U.S. News

FACTBOX: Sen. Edward Kennedy

(Reuters) - U.S. Sen. Edward Kennedy was undergoing surgery on Monday for a malignant brain tumor, he said in a statement. Here are some facts about the 76-year-old Massachusetts Democrat.

* First elected in 1962, he is the second-longest serving member in the current U.S. Senate, and has served longer than all but two other senators in American history.

* He is the last surviving of four Kennedy brothers, including President John Kennedy, who was assassinated in 1963, and Robert Kennedy, who was assassinated in 1968 during his presidential bid. Both brothers also served in the U.S. Senate.

* Edward Kennedy’s one try for the White House ended in failure in 1980, when he took on a sitting president of his own party, Jimmy Carter. His presidential ambitions were haunted by an accident at the Massachusetts island of Chappaquiddick in 1969, when his car plunged off a bridge and a young woman riding with him, Mary Jo Kopechne, drowned.

* Known as “Teddy,” he is a liberal icon, but also is known as a consummate dealmaker, able to reach across party lines to get things done. He is chairman of the Senate Health, Education, Labor and Pensions Committee, and serves on the Judiciary and Armed Services Committees.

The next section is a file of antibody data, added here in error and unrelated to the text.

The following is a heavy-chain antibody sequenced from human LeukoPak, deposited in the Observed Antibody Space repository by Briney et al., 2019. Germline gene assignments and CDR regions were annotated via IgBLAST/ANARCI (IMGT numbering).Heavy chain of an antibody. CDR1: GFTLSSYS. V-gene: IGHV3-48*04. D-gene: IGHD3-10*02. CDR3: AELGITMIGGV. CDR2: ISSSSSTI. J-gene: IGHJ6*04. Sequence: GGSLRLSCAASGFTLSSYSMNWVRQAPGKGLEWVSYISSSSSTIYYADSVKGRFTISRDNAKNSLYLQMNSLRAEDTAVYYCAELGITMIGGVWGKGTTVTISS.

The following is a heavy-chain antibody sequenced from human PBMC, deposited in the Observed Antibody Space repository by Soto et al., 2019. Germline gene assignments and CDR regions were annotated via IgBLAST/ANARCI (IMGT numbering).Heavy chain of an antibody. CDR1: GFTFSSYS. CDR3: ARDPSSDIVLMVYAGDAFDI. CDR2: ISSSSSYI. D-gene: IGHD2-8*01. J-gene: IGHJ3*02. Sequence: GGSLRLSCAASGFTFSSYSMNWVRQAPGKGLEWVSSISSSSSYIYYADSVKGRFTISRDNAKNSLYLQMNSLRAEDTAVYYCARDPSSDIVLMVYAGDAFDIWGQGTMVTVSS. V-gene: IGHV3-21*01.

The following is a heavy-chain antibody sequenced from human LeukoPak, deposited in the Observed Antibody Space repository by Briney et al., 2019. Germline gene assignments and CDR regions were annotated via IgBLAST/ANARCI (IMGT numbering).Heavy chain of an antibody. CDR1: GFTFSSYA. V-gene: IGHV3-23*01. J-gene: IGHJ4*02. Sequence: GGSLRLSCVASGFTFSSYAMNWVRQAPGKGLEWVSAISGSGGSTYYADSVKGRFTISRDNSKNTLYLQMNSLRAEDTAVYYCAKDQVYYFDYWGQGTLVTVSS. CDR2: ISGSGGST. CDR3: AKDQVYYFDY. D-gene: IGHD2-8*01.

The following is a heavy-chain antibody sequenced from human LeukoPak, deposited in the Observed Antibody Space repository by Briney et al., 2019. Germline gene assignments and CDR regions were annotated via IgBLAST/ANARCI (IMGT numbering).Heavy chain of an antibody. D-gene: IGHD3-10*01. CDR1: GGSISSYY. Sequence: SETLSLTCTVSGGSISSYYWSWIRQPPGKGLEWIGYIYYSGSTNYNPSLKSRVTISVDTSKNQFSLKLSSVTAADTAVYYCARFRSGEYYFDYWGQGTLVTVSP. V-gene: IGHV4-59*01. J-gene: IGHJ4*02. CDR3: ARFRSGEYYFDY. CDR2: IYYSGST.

* Kennedy became involved in the 2008 presidential race by endorsing Illinois Sen. Barack Obama for the Democratic nomination. Many political observers saw this as a passing of the torch from the old Democratic past to the future generation.

* He is the father of U.S. Rep. Patrick Kennedy of Rhode Island and has two other children from his marriage to Joan Bennett Kennedy, which ended in divorce. He took on the role of surrogate father to his slain brothers’ 13 children. He married Victoria Reggie in 1992.

* His father Joseph Kennedy was appointed ambassador to Britain from 1938 to 1940, and was instrumental in advancing the political careers of his sons.

* One of his more famous statements came in his eulogy to his brother Robert. “My brother need not be idealized, or enlarged in death beyond what he was in life. He should be remembered simply as a good and decent man, who saw wrong and tried to right it, saw suffering and tried to heal it, saw war and tried to stop it.”

Writing by Washington World Desk and Paul Grant; editing by David Wiessler